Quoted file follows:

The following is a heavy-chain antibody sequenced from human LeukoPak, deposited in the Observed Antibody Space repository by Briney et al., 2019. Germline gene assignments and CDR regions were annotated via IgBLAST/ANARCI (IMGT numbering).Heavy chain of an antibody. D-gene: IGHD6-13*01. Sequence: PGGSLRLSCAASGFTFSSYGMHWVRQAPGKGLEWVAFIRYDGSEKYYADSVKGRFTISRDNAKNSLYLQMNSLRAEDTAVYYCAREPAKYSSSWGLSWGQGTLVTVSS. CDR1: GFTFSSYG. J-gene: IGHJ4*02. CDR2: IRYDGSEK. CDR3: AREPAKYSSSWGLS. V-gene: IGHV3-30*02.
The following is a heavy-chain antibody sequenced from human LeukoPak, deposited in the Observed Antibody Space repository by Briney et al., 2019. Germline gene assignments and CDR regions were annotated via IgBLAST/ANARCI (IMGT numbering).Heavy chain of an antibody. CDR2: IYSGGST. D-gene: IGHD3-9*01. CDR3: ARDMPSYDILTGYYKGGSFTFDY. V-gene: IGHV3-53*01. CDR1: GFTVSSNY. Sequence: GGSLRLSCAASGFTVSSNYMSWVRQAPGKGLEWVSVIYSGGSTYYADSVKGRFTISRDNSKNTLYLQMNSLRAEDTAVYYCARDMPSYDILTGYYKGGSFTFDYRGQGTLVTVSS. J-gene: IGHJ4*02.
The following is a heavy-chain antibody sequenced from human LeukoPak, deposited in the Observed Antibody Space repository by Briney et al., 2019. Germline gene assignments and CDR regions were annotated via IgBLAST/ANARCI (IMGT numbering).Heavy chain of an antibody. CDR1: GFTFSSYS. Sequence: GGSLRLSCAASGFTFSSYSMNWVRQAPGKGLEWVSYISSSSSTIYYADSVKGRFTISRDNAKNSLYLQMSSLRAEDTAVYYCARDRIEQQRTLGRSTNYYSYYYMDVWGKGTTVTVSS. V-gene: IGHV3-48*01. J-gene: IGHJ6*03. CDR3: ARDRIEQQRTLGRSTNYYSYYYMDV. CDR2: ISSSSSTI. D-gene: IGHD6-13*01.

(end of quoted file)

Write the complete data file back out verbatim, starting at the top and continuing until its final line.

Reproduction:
The following is a heavy-chain antibody sequenced from human LeukoPak, deposited in the Observed Antibody Space repository by Briney et al., 2019. Germline gene assignments and CDR regions were annotated via IgBLAST/ANARCI (IMGT numbering).Heavy chain of an antibody. D-gene: IGHD6-13*01. Sequence: PGGSLRLSCAASGFTFSSYGMHWVRQAPGKGLEWVAFIRYDGSEKYYADSVKGRFTISRDNAKNSLYLQMNSLRAEDTAVYYCAREPAKYSSSWGLSWGQGTLVTVSS. CDR1: GFTFSSYG. J-gene: IGHJ4*02. CDR2: IRYDGSEK. CDR3: AREPAKYSSSWGLS. V-gene: IGHV3-30*02.
The following is a heavy-chain antibody sequenced from human LeukoPak, deposited in the Observed Antibody Space repository by Briney et al., 2019. Germline gene assignments and CDR regions were annotated via IgBLAST/ANARCI (IMGT numbering).Heavy chain of an antibody. CDR2: IYSGGST. D-gene: IGHD3-9*01. CDR3: ARDMPSYDILTGYYKGGSFTFDY. V-gene: IGHV3-53*01. CDR1: GFTVSSNY. Sequence: GGSLRLSCAASGFTVSSNYMSWVRQAPGKGLEWVSVIYSGGSTYYADSVKGRFTISRDNSKNTLYLQMNSLRAEDTAVYYCARDMPSYDILTGYYKGGSFTFDYRGQGTLVTVSS. J-gene: IGHJ4*02.
The following is a heavy-chain antibody sequenced from human LeukoPak, deposited in the Observed Antibody Space repository by Briney et al., 2019. Germline gene assignments and CDR regions were annotated via IgBLAST/ANARCI (IMGT numbering).Heavy chain of an antibody. CDR1: GFTFSSYS. Sequence: GGSLRLSCAASGFTFSSYSMNWVRQAPGKGLEWVSYISSSSSTIYYADSVKGRFTISRDNAKNSLYLQMSSLRAEDTAVYYCARDRIEQQRTLGRSTNYYSYYYMDVWGKGTTVTVSS. V-gene: IGHV3-48*01. J-gene: IGHJ6*03. CDR3: ARDRIEQQRTLGRSTNYYSYYYMDV. CDR2: ISSSSSTI. D-gene: IGHD6-13*01.